Combustible Celluloid

Interview: Ridley Scott

Walking the Walk, Talking the 'Hawk'

By Jeffrey M. Anderson

January 8, 2002—Between them, the two guys sitting on the couch at the Clift Hotel have supplied multiplexes with some of the biggest, loudest, and most spectacular movies of all time. To name just a few of the better samples: Alien, Blade Runner, Beverly Hills Cop, Thelma and Louise, The Ref and Crimson Tide.

I had never seen producer Jerry Bruckheimer (Coyote Ugly and Pearl Harbor) before, even in photos, and I expected him to be a David O. Selznick-type -- a Hollywood old school burly fellow chomping on a cigar and loudly proclaiming his radical views on humanity. But Bruckheimer was surprisingly soft-spoken, slim and well dressed (in black). On the other hand, his friend and partner, the burly, bearded director Ridley Scott (Gladiator and Hannibal), did in fact chomp on a cigar while he spoke in his delicate British accent.

The pair has traveled to San Francisco for a brief foggy afternoon to discuss their new film Black Hawk Down, opening in Bay Area theaters Jan. 18. It's perhaps the first time in years that Bruckheimer has enjoyed a measure of critical acclaim, and for Scott it marks a serious step up in quality from the highly overpraised and, in fact, quite awful Gladiator.

Based on a book by Mark Bowden, Black Hawk Down captures a true 1993 incident in Somalia in which an American mission to capture two enemy lieutenants went horribly wrong. "The book is one of the best war books ever written about the modern military and Special Forces," Bruckheimer says. "That's what excited me about first buying it." Of course, when Bruckheimer buys a book, he doesn't just buy it at Borders. He's talking about buying the book -- hook, line and sinker.

In the story, two UH-60 Black Hawk helicopters are shot down and American soldiers (played by Josh Hartnett, Ewan McGregor, Eric Bana and a host of other hot young actors) find themselves scattered everywhere with heavily armed Somali troopers hiding around every corner.

Their new mission is to rescue every possible American soldier and be at a rendezvous point at a certain time. But every moment that passes leaves more soldiers needing rescuing and less soldiers to rescue them.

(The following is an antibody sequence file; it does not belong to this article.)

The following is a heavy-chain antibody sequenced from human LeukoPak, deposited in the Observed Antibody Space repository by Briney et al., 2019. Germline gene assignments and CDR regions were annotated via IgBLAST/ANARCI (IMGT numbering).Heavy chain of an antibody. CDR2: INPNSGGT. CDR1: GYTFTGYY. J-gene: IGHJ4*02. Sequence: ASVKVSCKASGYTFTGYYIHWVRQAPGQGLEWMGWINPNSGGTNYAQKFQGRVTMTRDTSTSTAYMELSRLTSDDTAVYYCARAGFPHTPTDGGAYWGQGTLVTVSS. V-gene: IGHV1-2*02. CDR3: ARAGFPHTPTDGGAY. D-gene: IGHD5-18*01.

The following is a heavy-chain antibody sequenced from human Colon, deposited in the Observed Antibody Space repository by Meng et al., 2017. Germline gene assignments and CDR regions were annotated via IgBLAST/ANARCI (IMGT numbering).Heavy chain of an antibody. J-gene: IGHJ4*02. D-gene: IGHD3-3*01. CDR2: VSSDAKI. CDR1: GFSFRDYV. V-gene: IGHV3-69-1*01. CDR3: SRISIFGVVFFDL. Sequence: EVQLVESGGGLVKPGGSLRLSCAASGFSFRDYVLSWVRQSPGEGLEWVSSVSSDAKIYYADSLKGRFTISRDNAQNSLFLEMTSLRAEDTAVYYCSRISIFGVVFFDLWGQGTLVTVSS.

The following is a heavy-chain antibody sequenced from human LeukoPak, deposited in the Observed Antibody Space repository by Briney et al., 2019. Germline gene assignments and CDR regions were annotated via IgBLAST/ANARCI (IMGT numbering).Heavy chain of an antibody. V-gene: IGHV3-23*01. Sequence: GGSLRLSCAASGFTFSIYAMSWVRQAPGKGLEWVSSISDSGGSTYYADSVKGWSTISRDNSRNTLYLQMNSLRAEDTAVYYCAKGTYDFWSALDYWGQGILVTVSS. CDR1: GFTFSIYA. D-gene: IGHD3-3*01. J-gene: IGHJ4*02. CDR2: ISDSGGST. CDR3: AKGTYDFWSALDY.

For the film, Scott concentrated visually on the few square blocks around the crash site. "One of the things about doing battle scenes," Scott says, "is that so many battle scenes that have been done that you're always trying to think of another way of showing it differently. And it usually involves the human factor, which always makes it more interesting."

"Something like a bunch of German lunatics charging at a bunch of guys covered in mud and armor, waving swords around, will have a very short shift. You'll have two minutes and you'll start to get bored. So for Black Hawk Down, we walked the streets, and thought, 'they get caught just crossing the street.' Crossing the street is mayhem."

For this film, Scott managed to make the chaos seem absolutely clear to us, the audience. "I always storyboard everything," he says between puffs on his smoldering cigar. "Still do it personally. It's like writers having writer's block. You have a blank piece of paper and you don't know how to begin, so very often you just begin. As you begin, suddenly you've got the first paragraph and you're forming ideas. So I just start to doodle, because I know the place."

"I think facts and procedure are always interesting," he continues. "One of the best cop films ever made is The French Connection, and it's all about procedures and procedures driven by a character." And so for Black Hawk Down, Scott mainly focuses on the details of a rescue -- or in this case, a failed rescue. Doubling, and redoubling, of efforts.

In order to control such on-set bedlam -- increased by the fact that the SAG strike was looming during the shoot -- Scott had to assume the role of commander himself. "You've gotta walk on the floor in the morning and say: 'You, over here. I want three cameras over there.' If you don't do that, there's a lot of nudging: 'F---er doesn't know what he's doing.'" Scott admits to utilizing up to eleven cameras and working with eleven shots at one time, which really kept him on his toes. "It's like knowing how to ride a bicycle," Scott muses.

Bruckheimer, acting as Scott's superior officer, agrees. "I've had writers direct for me. They go out there and they've got 150 people asking, 'what do we do next'? And they're terrified. They don't know and the crew knows they don't know and they torture 'em. You have to be a real field commander: know how to budget your time, know when the sun's going to go down. They know where they want their actors at 5:02 because the sun's going to be in the perfect place."

This technical expertise is apparent in the finished film, which has racked up several mentions on year-end top ten lists. Scott admits that the film's reception may have something to do with America's changed outlook since Sept. 11. "[The film is] a celebration of what these guys do. It's anti-war and pro-army. You never think of these guys until you've got a problem. Sept. 11 is really about paying attention."

Partial Ridley Scott Filmography:
The Duellists (1977)
Alien (1979)
Blade Runner (1982)
Legend (1985)
Someone to Watch Over Me (1987)
Black Rain (1989)
Thelma & Louise (1991)
1492: Conquest of Paradise (1992)
White Squall (1996)
G.I. Jane (1997)
Gladiator (2000)
Hannibal (2001)
Black Hawk Down (2001)
Matchstick Men (2003)
Kingdom of Heaven (2005)
A Good Year (2006)
American Gangster (2007)
Blade Runner: The Final Cut (2007)
Body of Lies (2008)
Robin Hood (2010)
Prometheus (2012)
The Counselor (2013)
Exodus: Gods and Kings (2014)

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